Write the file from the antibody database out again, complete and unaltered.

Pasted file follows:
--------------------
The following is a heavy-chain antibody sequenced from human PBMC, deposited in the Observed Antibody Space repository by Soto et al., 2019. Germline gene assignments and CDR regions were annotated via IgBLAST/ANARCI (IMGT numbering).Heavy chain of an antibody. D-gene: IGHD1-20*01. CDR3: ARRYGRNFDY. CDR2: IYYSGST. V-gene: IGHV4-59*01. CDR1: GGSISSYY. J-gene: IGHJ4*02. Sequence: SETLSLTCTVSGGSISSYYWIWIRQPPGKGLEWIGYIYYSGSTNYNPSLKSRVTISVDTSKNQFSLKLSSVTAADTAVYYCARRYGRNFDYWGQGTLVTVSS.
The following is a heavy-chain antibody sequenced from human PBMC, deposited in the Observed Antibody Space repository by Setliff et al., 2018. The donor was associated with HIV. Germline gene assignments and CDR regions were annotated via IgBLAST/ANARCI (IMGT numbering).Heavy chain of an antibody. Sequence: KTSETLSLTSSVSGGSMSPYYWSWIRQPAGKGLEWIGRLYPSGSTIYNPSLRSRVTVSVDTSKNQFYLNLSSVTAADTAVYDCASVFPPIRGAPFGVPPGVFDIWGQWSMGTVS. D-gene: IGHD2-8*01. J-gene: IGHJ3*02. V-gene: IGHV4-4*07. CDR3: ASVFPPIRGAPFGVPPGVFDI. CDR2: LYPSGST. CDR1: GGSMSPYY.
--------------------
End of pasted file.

The following is a heavy-chain antibody sequenced from human PBMC, deposited in the Observed Antibody Space repository by Soto et al., 2019. Germline gene assignments and CDR regions were annotated via IgBLAST/ANARCI (IMGT numbering).Heavy chain of an antibody. D-gene: IGHD1-20*01. CDR3: ARRYGRNFDY. CDR2: IYYSGST. V-gene: IGHV4-59*01. CDR1: GGSISSYY. J-gene: IGHJ4*02. Sequence: SETLSLTCTVSGGSISSYYWIWIRQPPGKGLEWIGYIYYSGSTNYNPSLKSRVTISVDTSKNQFSLKLSSVTAADTAVYYCARRYGRNFDYWGQGTLVTVSS.
The following is a heavy-chain antibody sequenced from human PBMC, deposited in the Observed Antibody Space repository by Setliff et al., 2018. The donor was associated with HIV. Germline gene assignments and CDR regions were annotated via IgBLAST/ANARCI (IMGT numbering).Heavy chain of an antibody. Sequence: KTSETLSLTSSVSGGSMSPYYWSWIRQPAGKGLEWIGRLYPSGSTIYNPSLRSRVTVSVDTSKNQFYLNLSSVTAADTAVYDCASVFPPIRGAPFGVPPGVFDIWGQWSMGTVS. D-gene: IGHD2-8*01. J-gene: IGHJ3*02. V-gene: IGHV4-4*07. CDR3: ASVFPPIRGAPFGVPPGVFDI. CDR2: LYPSGST. CDR1: GGSMSPYY.